Belgium speaking on behalf of the EU said that the ATT should include provisions on international cooperation and assistance, which would be crucial to ensure that all States Parties implement the treaty’s provisions. There should also be a competent licensing authority at the national level, which would be the responsibility of each State Party. International cooperation should cover, inter alia, 1) legislative assistance, 2) institutional capacity building, 3) the implementation of administrative measures, and 4) technical assistance in other appropriate expertise. For further details, see the fact sheet on the experience of the EU in international cooperation and assistance.

The United States called for the discussion on the ATT to be narrowed in order to find more agreement among the delegations. It sought a straightforward document that would focus on the obligation of States.

France proposed an article on international mutual legal assistance, “shall afford the parties with mutual legal assistance in investigation, prosecution and trial proceedings.”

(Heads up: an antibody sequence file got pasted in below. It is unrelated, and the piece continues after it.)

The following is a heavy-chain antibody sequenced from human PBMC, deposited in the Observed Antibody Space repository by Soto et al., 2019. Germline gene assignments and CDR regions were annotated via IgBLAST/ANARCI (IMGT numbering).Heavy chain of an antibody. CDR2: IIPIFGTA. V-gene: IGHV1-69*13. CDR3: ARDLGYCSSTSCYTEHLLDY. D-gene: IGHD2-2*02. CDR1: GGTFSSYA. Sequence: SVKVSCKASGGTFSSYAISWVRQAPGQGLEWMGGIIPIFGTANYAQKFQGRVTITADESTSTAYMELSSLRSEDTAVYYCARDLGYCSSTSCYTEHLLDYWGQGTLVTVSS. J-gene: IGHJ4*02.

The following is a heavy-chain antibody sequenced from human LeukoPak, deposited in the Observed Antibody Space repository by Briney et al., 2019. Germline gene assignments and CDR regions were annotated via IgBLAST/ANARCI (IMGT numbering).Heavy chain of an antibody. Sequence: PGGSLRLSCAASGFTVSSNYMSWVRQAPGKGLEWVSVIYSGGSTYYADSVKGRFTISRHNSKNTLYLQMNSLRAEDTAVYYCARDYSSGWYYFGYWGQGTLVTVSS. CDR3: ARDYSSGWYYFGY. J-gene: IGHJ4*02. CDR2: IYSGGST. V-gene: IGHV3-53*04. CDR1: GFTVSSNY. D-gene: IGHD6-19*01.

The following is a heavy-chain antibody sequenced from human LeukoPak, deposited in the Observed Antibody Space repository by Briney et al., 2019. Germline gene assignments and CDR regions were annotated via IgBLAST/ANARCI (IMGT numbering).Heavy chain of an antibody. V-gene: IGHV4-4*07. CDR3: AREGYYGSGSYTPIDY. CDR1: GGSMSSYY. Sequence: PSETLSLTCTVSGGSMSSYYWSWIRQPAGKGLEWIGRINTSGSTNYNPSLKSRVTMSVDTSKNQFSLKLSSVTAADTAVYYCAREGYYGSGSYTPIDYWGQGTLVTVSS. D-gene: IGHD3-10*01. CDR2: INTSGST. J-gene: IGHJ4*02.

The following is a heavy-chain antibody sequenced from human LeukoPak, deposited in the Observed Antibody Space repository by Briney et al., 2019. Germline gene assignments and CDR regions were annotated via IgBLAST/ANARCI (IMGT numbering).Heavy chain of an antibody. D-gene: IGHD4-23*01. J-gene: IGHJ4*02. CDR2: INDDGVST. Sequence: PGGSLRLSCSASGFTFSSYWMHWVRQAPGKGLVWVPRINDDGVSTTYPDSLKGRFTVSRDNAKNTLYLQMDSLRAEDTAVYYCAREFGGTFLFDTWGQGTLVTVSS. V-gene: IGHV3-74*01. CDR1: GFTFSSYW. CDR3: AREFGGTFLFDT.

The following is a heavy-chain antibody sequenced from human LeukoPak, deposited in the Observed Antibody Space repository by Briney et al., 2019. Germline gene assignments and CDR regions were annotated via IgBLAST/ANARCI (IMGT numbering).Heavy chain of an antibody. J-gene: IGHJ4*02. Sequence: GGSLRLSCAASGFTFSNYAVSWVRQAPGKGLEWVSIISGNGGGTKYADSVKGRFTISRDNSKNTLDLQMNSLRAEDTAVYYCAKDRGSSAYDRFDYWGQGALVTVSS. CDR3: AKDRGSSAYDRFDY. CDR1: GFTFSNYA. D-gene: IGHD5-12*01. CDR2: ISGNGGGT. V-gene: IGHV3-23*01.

Australia said that transparency and reporting: could contribute to peace and security. 1) Compliance by state at the international level and 2) compliance by actors within the national system. It cited the example of the Anti-Personnel Mine Ban Convention, which included a procedure for a State Party to request compliance from another, and if necessary a fact-finding mission. There is also provision for dispute settlement between States Parties. Australia also stated its support for international cooperation and assistance.

Pakistan said that transparency “is a potentially problematic concept”. It said that certain information about inter-State transfers could be shared in total confidentiality, but subject to the issue of national security.

Belgium again on behalf of the EU said that transparency covered important principles that touched on several aspects of the ATT. National reports should be mandatory on an annual basis to the UN secretariat for entry on a UN database. There should be requirements for information exchange, which should include exchange of information on the assessment of an application for the transfer of weapons governed by the ATT. Transparency and reporting would underpin a consultation mechanism allowing for the monitoring of the implementation of the treaty at national level. The ATT should also establish a review mechanism after five years after entry into force.

Senegal made a strong and surprising statement against transparency, arguing that this might infringe national security.

Brazil stressed the importance of international cooperation and assistance in the areas of exchanging good practice and providing training, technical assistance, and mutual legal assistance.